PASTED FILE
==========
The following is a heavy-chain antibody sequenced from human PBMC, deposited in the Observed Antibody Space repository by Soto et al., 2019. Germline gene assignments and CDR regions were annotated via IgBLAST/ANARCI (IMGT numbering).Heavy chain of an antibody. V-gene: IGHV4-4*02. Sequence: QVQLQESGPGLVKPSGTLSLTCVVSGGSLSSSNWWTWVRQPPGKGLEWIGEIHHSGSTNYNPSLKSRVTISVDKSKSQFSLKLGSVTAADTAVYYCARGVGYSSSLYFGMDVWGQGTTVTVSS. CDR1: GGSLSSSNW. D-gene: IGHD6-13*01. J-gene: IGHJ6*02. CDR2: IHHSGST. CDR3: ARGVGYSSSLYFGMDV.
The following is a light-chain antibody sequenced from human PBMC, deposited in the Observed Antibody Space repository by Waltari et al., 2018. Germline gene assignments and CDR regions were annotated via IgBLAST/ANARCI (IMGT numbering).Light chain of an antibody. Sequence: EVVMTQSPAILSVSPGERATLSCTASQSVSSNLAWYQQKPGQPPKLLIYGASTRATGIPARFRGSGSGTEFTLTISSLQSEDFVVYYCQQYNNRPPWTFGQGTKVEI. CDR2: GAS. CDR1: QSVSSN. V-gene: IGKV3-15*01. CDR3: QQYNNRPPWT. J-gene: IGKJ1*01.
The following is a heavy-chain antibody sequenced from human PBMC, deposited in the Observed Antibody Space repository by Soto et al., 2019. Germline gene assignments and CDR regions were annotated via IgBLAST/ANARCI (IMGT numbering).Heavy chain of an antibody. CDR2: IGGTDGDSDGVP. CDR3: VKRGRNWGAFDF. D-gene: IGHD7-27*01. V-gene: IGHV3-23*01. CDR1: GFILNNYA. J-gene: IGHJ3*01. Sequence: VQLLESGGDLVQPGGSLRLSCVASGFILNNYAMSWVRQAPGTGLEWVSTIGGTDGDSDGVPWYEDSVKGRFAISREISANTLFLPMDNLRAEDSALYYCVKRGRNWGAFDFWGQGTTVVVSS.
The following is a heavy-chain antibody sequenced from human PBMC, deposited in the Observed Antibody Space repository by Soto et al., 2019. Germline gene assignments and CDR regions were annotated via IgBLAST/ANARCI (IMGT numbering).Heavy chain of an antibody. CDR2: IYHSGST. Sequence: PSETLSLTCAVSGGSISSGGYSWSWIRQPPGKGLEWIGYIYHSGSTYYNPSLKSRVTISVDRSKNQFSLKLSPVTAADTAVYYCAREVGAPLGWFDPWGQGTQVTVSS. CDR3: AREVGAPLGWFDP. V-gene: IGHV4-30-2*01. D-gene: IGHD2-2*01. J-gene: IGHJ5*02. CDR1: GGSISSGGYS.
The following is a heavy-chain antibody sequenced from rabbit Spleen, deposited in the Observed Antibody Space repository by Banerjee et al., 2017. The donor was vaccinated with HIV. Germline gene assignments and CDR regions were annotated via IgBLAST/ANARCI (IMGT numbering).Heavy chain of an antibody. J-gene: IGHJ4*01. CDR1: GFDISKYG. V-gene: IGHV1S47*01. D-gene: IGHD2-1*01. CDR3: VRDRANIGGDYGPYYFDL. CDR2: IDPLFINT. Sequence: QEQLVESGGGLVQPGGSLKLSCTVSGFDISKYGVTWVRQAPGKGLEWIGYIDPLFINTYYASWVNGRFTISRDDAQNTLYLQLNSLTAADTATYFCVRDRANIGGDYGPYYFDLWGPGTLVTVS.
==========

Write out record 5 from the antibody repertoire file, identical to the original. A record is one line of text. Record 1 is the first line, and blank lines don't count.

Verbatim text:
The following is a heavy-chain antibody sequenced from rabbit Spleen, deposited in the Observed Antibody Space repository by Banerjee et al., 2017. The donor was vaccinated with HIV. Germline gene assignments and CDR regions were annotated via IgBLAST/ANARCI (IMGT numbering).Heavy chain of an antibody. J-gene: IGHJ4*01. CDR1: GFDISKYG. V-gene: IGHV1S47*01. D-gene: IGHD2-1*01. CDR3: VRDRANIGGDYGPYYFDL. CDR2: IDPLFINT. Sequence: QEQLVESGGGLVQPGGSLKLSCTVSGFDISKYGVTWVRQAPGKGLEWIGYIDPLFINTYYASWVNGRFTISRDDAQNTLYLQLNSLTAADTATYFCVRDRANIGGDYGPYYFDLWGPGTLVTVS.